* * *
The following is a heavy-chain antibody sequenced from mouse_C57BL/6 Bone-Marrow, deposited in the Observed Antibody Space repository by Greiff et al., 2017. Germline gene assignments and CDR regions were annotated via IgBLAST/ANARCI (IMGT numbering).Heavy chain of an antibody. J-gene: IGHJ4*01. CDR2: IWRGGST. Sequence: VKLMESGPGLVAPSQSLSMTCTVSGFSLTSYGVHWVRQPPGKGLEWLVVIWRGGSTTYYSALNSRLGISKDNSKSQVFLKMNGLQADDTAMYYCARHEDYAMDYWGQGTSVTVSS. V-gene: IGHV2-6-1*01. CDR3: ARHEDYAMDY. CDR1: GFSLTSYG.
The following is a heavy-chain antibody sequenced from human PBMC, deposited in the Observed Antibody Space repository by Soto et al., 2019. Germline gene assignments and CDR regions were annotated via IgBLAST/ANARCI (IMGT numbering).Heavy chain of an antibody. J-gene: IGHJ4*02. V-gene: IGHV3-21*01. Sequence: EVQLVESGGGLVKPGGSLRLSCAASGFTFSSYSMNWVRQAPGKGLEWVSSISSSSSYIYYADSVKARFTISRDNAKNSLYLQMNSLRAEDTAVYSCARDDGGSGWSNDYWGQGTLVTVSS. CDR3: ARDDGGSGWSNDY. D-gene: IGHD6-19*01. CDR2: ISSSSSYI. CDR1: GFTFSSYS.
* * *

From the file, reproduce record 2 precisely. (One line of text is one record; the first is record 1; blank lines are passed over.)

The following is a heavy-chain antibody sequenced from human PBMC, deposited in the Observed Antibody Space repository by Soto et al., 2019. Germline gene assignments and CDR regions were annotated via IgBLAST/ANARCI (IMGT numbering).Heavy chain of an antibody. J-gene: IGHJ4*02. V-gene: IGHV3-21*01. Sequence: EVQLVESGGGLVKPGGSLRLSCAASGFTFSSYSMNWVRQAPGKGLEWVSSISSSSSYIYYADSVKARFTISRDNAKNSLYLQMNSLRAEDTAVYSCARDDGGSGWSNDYWGQGTLVTVSS. CDR3: ARDDGGSGWSNDY. D-gene: IGHD6-19*01. CDR2: ISSSSSYI. CDR1: GFTFSSYS.